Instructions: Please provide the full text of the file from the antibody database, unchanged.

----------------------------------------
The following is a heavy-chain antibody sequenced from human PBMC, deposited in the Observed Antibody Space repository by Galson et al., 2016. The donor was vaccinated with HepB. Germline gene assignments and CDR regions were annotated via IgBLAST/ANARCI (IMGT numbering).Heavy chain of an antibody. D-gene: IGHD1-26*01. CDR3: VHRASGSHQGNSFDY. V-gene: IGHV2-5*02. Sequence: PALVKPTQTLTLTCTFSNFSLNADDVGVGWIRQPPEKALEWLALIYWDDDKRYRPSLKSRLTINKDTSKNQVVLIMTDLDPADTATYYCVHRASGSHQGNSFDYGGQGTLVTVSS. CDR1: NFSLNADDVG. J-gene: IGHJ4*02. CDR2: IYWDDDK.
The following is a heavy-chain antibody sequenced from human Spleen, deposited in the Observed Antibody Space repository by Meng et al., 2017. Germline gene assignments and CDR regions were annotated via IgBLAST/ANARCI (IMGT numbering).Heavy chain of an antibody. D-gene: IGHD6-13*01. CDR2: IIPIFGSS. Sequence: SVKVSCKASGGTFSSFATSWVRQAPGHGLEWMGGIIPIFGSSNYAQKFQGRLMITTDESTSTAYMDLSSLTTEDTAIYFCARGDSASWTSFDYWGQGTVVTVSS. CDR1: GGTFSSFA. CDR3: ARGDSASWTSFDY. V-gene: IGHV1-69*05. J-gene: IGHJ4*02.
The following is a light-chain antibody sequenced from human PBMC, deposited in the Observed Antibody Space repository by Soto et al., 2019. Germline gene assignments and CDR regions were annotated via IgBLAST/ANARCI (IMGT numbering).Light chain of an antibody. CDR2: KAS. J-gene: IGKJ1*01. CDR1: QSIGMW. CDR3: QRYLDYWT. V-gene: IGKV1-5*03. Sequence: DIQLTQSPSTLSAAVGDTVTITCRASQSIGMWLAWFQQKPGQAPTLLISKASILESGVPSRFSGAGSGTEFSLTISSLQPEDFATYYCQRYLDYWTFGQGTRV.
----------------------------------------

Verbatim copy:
The following is a heavy-chain antibody sequenced from human PBMC, deposited in the Observed Antibody Space repository by Galson et al., 2016. The donor was vaccinated with HepB. Germline gene assignments and CDR regions were annotated via IgBLAST/ANARCI (IMGT numbering).Heavy chain of an antibody. D-gene: IGHD1-26*01. CDR3: VHRASGSHQGNSFDY. V-gene: IGHV2-5*02. Sequence: PALVKPTQTLTLTCTFSNFSLNADDVGVGWIRQPPEKALEWLALIYWDDDKRYRPSLKSRLTINKDTSKNQVVLIMTDLDPADTATYYCVHRASGSHQGNSFDYGGQGTLVTVSS. CDR1: NFSLNADDVG. J-gene: IGHJ4*02. CDR2: IYWDDDK.
The following is a heavy-chain antibody sequenced from human Spleen, deposited in the Observed Antibody Space repository by Meng et al., 2017. Germline gene assignments and CDR regions were annotated via IgBLAST/ANARCI (IMGT numbering).Heavy chain of an antibody. D-gene: IGHD6-13*01. CDR2: IIPIFGSS. Sequence: SVKVSCKASGGTFSSFATSWVRQAPGHGLEWMGGIIPIFGSSNYAQKFQGRLMITTDESTSTAYMDLSSLTTEDTAIYFCARGDSASWTSFDYWGQGTVVTVSS. CDR1: GGTFSSFA. CDR3: ARGDSASWTSFDY. V-gene: IGHV1-69*05. J-gene: IGHJ4*02.
The following is a light-chain antibody sequenced from human PBMC, deposited in the Observed Antibody Space repository by Soto et al., 2019. Germline gene assignments and CDR regions were annotated via IgBLAST/ANARCI (IMGT numbering).Light chain of an antibody. CDR2: KAS. J-gene: IGKJ1*01. CDR1: QSIGMW. CDR3: QRYLDYWT. V-gene: IGKV1-5*03. Sequence: DIQLTQSPSTLSAAVGDTVTITCRASQSIGMWLAWFQQKPGQAPTLLISKASILESGVPSRFSGAGSGTEFSLTISSLQPEDFATYYCQRYLDYWTFGQGTRV.